When the world is so busy, taking a step back and finding a moment of peace seems merely impossible. But with a game like OMNO, peace is the premise. From solo developer Jonas Manke (Studio InkyFox), this title is a gentle encouragement to keep going. Push yourself to the limits without overdoing it. But also take hints and tips from anyone who is there to help. Discovering lush forests and icy tundras have never felt so incredibly calming. Find friends along the way to make the entire thing feel less lonely, plus, you’ll never know who’s willing to lend a hand if you need it.
OMNO is a slice of wonder to say the very least, and it’s a journey that many will feel the benefits of. Learning to press forward, but accepting assistance from everything around you is a valuable lesson. But you don’t have to face it alone.
Story: Reveal your own truths
The story begins as you wake up in an entirely new location. There are few things to interact with, no one to speak to, and it takes a while before the reasons why you have ended up here are explained. Discover the history of your ancestors and retrace their footsteps through reading (extremely small) text on old runes. Whilst completing small challenges and puzzles things begin to open up. Words of wisdom come to light, and it’s quickly explained what the player’s purpose is. Though it really isn’t a plot to consume much time or energy.
The story isn’t deep, and won’t leave much of a trace upon completion. Unlike similar games, like RiME, it won’t leave players with any heartbreak and emotional trauma either. Due to the length of the title, it’s hard to see playtimes reaching double figures unless it’s revisited a few months down the line. As a one-off, meditative experience, OMNO would hit the nail on the head. A lot remains unexplained but it won’t leave anyone with any major questions. Mostly because you never really start to question it in the first place. In a way, the lack of story seems to be part of the charming nature behind the title. Keep pushing on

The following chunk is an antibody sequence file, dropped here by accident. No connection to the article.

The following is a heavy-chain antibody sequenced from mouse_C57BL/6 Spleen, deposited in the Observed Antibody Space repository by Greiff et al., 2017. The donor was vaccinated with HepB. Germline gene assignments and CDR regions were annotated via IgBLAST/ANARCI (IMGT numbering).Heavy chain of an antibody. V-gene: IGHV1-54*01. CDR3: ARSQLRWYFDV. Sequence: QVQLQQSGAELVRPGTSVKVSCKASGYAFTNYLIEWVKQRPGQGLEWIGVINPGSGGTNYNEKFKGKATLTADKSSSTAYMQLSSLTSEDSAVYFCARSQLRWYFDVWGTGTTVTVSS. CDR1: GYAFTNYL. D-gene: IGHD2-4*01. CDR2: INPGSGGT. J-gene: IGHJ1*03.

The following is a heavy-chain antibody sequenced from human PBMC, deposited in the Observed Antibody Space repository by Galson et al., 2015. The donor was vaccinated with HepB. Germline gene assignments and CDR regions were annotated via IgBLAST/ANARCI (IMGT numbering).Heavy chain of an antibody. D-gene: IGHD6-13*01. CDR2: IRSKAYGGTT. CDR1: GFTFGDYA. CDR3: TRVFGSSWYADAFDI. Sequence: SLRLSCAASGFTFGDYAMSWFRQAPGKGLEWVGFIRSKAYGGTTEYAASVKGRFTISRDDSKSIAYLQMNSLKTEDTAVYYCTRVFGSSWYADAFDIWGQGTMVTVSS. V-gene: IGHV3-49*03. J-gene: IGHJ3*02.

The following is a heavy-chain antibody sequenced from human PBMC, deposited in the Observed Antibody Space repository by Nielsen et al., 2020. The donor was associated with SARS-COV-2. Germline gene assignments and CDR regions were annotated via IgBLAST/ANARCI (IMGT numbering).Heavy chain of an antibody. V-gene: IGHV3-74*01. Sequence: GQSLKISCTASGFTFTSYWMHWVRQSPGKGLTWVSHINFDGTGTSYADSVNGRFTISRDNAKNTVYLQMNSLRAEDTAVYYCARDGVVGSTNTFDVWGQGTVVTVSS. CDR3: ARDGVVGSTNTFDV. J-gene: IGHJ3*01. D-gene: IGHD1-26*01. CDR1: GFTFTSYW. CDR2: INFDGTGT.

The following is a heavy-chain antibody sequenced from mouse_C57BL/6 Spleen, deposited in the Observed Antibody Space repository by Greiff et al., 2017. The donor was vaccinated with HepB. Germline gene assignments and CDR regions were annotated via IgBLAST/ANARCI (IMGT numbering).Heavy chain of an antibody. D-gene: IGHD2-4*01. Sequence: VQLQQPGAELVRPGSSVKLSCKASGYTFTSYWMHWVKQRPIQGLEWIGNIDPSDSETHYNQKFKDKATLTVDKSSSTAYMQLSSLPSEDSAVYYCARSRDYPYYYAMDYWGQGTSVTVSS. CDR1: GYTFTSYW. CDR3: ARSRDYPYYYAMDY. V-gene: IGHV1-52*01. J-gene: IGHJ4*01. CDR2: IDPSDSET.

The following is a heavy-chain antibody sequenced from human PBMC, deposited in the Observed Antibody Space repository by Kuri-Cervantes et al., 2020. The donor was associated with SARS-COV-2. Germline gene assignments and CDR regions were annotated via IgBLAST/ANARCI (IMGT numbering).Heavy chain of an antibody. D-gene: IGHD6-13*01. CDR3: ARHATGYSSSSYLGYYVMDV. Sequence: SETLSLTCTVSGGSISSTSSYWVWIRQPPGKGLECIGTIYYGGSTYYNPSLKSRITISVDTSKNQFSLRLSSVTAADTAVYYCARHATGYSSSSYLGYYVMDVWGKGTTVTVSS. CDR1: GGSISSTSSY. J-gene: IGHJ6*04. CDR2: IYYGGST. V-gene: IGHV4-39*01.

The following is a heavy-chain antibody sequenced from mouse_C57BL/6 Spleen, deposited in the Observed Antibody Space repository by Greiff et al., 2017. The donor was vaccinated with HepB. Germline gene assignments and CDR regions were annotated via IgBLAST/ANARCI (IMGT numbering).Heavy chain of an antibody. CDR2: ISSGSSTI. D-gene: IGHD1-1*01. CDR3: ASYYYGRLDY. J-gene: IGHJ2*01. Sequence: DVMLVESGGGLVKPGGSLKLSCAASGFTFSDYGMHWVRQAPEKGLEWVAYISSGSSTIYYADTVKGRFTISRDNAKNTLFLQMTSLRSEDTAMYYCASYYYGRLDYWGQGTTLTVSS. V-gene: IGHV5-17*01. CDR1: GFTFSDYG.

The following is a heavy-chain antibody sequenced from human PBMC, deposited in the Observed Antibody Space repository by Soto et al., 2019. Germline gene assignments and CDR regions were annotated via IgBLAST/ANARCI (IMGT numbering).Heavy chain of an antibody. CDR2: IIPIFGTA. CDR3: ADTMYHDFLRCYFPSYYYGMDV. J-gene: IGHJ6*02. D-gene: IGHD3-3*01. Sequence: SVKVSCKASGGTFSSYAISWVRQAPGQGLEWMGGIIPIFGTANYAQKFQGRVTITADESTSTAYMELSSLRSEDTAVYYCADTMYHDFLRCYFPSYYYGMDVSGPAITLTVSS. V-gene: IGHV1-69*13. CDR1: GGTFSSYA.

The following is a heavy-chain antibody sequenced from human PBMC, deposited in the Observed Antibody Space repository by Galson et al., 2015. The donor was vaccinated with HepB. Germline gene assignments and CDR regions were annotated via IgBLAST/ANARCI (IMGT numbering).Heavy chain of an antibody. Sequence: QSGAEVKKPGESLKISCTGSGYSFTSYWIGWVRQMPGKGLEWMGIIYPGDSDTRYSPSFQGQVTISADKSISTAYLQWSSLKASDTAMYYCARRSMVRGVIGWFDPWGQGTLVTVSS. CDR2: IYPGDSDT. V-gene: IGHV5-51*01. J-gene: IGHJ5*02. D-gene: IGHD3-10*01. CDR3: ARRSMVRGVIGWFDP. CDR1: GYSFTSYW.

Never look back
The premise is to just continue forwards and upwards. Which is pretty reflective of the only movements you can do. From jumping between towering blocks to ascending mountains and traveling from island to island – players learn to keep going and never look back. In a world seeping with magical capability, the actual aim doesn’t have anything to do with it. You just have to keep going. There’s nothing to run from, and nowhere to return to. It’s just a linear journey from point A to B.
Gameplay: Just keep pushing onward
OMNO is nothing that hasn’t been visited before with a puzzle adventure game. It’s not challenging to say the least, since there aren’t any real challenges, and due to having no lives there aren’t any threats. Which is what the developer aimed to achieve. It’s a short game, and an easy one for sure. Rather than facing brain-churning puzzles, everything is already neatly laid out for players. It’s a walk in the park, but that isn’t to say it’s not enjoyable. With the addition of new areas, there’s at least a change in scenery after each puzzle. The almost open-world aspect of maps allows players to explore as they wish and there isn’t a designated task list to follow. Which definitely makes the lack of challenge more engaging.
Skills are the key to success
Additionally, as progress is made, skills are learned to encourage the player to continue the journey whilst making these puzzles a lot easier. For example, the dash skill is learned pretty early on which makes clearing a lot of the maps significantly simple. Unlocking these elements as maps are completely is by far a beneficial way to keep players involved with such a linear story. If every skill was already provided as soon as eyes are opened or the game is booted up, it would be a breeze. There would be a significant lack of exploration and rather a half-hour game with little to no thought.